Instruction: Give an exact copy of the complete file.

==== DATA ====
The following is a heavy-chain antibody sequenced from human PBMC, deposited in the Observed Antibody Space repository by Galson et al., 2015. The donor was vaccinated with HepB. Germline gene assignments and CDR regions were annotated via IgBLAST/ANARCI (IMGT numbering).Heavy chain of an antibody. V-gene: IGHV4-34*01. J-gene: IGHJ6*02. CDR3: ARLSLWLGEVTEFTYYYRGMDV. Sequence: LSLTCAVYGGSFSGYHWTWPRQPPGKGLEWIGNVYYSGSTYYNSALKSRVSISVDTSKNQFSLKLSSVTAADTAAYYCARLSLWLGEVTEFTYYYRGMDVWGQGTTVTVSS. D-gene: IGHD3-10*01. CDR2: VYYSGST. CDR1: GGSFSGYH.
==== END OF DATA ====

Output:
The following is a heavy-chain antibody sequenced from human PBMC, deposited in the Observed Antibody Space repository by Galson et al., 2015. The donor was vaccinated with HepB. Germline gene assignments and CDR regions were annotated via IgBLAST/ANARCI (IMGT numbering).Heavy chain of an antibody. V-gene: IGHV4-34*01. J-gene: IGHJ6*02. CDR3: ARLSLWLGEVTEFTYYYRGMDV. Sequence: LSLTCAVYGGSFSGYHWTWPRQPPGKGLEWIGNVYYSGSTYYNSALKSRVSISVDTSKNQFSLKLSSVTAADTAAYYCARLSLWLGEVTEFTYYYRGMDVWGQGTTVTVSS. D-gene: IGHD3-10*01. CDR2: VYYSGST. CDR1: GGSFSGYH.